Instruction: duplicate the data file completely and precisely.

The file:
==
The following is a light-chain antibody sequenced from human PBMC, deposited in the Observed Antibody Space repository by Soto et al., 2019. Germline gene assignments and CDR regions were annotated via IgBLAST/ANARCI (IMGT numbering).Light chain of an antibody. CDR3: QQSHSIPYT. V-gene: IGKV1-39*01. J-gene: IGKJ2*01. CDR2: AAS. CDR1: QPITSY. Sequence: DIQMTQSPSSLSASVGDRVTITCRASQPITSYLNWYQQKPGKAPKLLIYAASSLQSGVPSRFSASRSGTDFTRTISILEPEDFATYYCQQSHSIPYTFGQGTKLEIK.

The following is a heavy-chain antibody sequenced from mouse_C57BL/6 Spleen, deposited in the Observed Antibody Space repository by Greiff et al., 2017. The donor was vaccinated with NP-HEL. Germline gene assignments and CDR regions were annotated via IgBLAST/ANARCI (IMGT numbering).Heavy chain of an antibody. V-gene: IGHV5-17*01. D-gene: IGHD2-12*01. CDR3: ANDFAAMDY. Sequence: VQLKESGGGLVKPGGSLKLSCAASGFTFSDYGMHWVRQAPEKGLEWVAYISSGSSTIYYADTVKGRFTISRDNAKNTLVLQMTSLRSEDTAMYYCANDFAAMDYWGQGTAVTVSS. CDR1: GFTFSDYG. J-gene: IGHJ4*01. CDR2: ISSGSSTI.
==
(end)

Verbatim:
The following is a light-chain antibody sequenced from human PBMC, deposited in the Observed Antibody Space repository by Soto et al., 2019. Germline gene assignments and CDR regions were annotated via IgBLAST/ANARCI (IMGT numbering).Light chain of an antibody. CDR3: QQSHSIPYT. V-gene: IGKV1-39*01. J-gene: IGKJ2*01. CDR2: AAS. CDR1: QPITSY. Sequence: DIQMTQSPSSLSASVGDRVTITCRASQPITSYLNWYQQKPGKAPKLLIYAASSLQSGVPSRFSASRSGTDFTRTISILEPEDFATYYCQQSHSIPYTFGQGTKLEIK.

The following is a heavy-chain antibody sequenced from mouse_C57BL/6 Spleen, deposited in the Observed Antibody Space repository by Greiff et al., 2017. The donor was vaccinated with NP-HEL. Germline gene assignments and CDR regions were annotated via IgBLAST/ANARCI (IMGT numbering).Heavy chain of an antibody. V-gene: IGHV5-17*01. D-gene: IGHD2-12*01. CDR3: ANDFAAMDY. Sequence: VQLKESGGGLVKPGGSLKLSCAASGFTFSDYGMHWVRQAPEKGLEWVAYISSGSSTIYYADTVKGRFTISRDNAKNTLVLQMTSLRSEDTAMYYCANDFAAMDYWGQGTAVTVSS. CDR1: GFTFSDYG. J-gene: IGHJ4*01. CDR2: ISSGSSTI.